Melo is a really good catch and shoot player and if that role he would excel offensively anyway. But he also views himself as a star and not just a catch and shoot role player who can also put the ball on the floor and post some. Those things should come off his catch and shoot ability as teams overplay. When Melo accepts what he is and what he isn't anymore then he can find a situation to excel and win in. Houston of course would be the spot he wants to do that in. And they prepared to cover his weaknesses with signing guys like Tucker & Moute & Black. To go with Capela & Ariza & Paul.

meloshouldgo
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8/10/2017  3:20 PM
newyorknewyork wrote:
meloshouldgo wrote:What did you find in that article that showed Melo was good at anything? Melo came second in a group of 2 for his own chosen style of play with which he has persisted no matter what. I think this approach does a lot to classify players based on their style of play, it also looks at %ge of shoot clock used. I wanted to see how people would stack up if their PPP was normalized by shot clock usage, I can guarantee Melo would be in the bottom 5 if not the worst in the whole NBA.

It was based on last season. And he was rated worst not 2nd. Shows that the NBA teams don't really favor Iso wings. Since only he and Harrison Barnes are the only ones to have the usage and shots at the rate they do apparently.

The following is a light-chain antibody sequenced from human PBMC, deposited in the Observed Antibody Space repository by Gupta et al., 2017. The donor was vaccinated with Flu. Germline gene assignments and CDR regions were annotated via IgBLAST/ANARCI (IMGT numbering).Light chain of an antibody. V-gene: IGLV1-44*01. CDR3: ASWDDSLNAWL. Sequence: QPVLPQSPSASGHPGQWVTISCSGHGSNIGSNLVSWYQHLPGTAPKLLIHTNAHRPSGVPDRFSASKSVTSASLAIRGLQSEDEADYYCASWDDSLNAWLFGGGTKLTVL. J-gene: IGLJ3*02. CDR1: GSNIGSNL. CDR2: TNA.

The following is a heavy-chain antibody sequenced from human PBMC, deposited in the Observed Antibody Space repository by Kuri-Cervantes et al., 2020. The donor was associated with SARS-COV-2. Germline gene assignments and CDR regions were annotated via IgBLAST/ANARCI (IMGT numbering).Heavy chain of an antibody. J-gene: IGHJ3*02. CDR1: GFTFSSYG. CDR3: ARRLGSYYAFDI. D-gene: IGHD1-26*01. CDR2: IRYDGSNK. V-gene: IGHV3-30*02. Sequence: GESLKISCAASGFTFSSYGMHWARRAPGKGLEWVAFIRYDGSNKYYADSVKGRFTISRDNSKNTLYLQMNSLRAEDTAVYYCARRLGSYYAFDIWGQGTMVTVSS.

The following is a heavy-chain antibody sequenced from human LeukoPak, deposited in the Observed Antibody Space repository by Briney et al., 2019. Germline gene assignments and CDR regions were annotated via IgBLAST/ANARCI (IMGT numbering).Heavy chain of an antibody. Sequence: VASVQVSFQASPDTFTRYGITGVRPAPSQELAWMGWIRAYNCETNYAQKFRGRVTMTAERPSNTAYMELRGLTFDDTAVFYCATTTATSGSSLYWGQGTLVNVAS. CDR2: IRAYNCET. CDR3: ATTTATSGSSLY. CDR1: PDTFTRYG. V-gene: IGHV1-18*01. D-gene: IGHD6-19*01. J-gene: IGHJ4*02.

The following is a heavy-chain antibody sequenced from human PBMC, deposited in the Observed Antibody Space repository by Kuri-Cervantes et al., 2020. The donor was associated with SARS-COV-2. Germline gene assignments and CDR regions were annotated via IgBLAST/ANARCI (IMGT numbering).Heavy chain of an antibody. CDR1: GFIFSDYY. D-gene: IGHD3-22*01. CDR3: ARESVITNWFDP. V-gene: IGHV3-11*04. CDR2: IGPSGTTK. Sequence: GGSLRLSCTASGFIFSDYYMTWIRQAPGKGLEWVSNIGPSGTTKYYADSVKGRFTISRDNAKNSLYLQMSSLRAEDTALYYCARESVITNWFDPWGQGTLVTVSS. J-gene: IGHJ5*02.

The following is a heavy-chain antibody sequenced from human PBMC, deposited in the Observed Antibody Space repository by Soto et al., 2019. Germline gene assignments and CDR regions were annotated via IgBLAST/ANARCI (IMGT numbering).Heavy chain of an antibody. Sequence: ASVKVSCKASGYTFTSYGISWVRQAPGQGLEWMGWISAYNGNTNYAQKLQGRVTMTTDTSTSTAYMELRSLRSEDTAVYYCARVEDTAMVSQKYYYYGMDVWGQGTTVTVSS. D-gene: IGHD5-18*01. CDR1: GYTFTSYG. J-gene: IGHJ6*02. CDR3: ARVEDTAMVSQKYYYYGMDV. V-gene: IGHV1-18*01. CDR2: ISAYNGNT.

Melo is a really good catch and shoot player and if that role he would excel offensively anyway. But he also views himself as a star and not just a catch and shoot role player who can also put the ball on the floor and post some. Those things should come off his catch and shoot ability as teams overplay. When Melo accepts what he is and what he isn't anymore then he can find a situation to excel and win in. Houston of course would be the spot he wants to do that in. And they prepared to cover his weaknesses with signing guys like Tucker & Moute & Black. To go with Capela & Ariza & Paul.

Coming second in a two man race = worst.
When Melo accepts what he is, may not happen while he is still able to suit up and contribute
My point was not that he is bad, but if you factor in shot clock usage to go with his poor efficiency, he is one of the worst offensive players by the numbers if not the worst as it relates to motion offense and system basketball. All you have to do is get the data on how many seconds a player holds the ball on averages everything time he touches it and divide the PPP by that number. May need to restate seconds in minutes before doing the math to make the result easier to read.

The only things that trickle down are wages and horse shit
nixluva
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8/10/2017  3:22 PM
Thx for posting this Martin! I really enjoyed reading this guys research. It helps to really clarify things and put players in better perspective as to how they perform. I can't remember reading anything quite like this. Of course the stats are always there but applying the stats this way helped to bring it all together.